The princess was disappointed. She refused to get up.
In that place, there was a crow called Bronze Beak Crow. He was a very clever crow. They called in the crow and told him their problem.
“Whenever that pretty boy is in trouble or hungry, he plays a flute and summons his guardians, the cows. They are fierce. You must surprise him then, grab it from him, and bring it here,” they instructed.
But just when the crow flew over to the banyan tree, he was playing the flute of joy. Thinking that this was the flute they wanted, the crow swooped down, plucked it from his hands, and flew away. He then played on the flute of sorrow. The cows came, gave him another flute of joy, and left him happy.
Bronze Beak Crow came again and sat above him on the tree. The young fellow looked up once and saw the wily crow, ready to rob him again of a flute. As he quickly reached for the flute of sorrow, the crow swooped down and snatched it away from his hands.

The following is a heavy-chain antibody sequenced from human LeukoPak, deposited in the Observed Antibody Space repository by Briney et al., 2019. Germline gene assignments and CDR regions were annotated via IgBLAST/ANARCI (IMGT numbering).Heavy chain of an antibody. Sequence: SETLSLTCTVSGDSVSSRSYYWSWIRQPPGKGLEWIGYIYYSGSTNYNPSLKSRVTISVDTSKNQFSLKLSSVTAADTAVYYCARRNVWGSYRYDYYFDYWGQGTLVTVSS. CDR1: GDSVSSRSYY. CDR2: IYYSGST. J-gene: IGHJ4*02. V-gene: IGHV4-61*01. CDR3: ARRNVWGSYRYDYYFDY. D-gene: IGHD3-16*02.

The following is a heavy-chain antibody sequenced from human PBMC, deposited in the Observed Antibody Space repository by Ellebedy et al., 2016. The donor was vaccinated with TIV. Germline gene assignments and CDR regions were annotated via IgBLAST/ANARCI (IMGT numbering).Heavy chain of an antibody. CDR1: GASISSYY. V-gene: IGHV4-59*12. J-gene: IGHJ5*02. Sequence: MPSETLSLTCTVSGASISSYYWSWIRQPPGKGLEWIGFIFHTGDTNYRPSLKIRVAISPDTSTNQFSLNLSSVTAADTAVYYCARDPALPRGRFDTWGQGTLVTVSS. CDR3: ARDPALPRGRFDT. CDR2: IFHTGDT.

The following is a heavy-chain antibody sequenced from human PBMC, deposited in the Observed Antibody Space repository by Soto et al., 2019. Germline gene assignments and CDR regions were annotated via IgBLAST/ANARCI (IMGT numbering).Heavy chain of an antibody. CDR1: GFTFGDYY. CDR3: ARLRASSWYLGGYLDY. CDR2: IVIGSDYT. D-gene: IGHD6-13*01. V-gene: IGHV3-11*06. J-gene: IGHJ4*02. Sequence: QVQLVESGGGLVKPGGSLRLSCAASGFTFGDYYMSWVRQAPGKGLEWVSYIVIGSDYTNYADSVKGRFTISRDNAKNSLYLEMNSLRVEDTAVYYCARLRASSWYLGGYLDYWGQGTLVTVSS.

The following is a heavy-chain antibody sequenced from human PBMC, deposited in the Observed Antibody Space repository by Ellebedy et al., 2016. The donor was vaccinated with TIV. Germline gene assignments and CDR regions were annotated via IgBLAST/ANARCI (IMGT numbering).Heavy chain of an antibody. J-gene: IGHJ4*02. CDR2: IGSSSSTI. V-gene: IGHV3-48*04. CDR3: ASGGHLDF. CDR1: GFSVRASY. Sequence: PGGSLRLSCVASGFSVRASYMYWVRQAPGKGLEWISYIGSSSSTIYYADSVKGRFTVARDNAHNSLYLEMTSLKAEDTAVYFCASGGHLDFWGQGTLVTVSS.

Now he had only one flute. Even when he was in distress, all he could play was the flute of joy, because that was all he had. The cows would hear the happy notes all day and think, “Our son is well.” The king came with his retinue soon after, brought him down from his perch, took him home in a procession, and got him married to his daughter. And she was happy.
But he was sad. His thoughts were with his seven cows. He wanted to bring them home, but the people at the palace were afraid he would slip away, and wouldn't let him out of their sight. Many days passed.
The seven cows wondered why their son had not played either of his flutes. “We have not heard from him. Something has happened to him. Let's go and see,” they said and went to the banyan tree. He was missing, and nowhere to be found. They mooed and mooed, cried “Baa, baa” over and over, and died there, broken-hearted.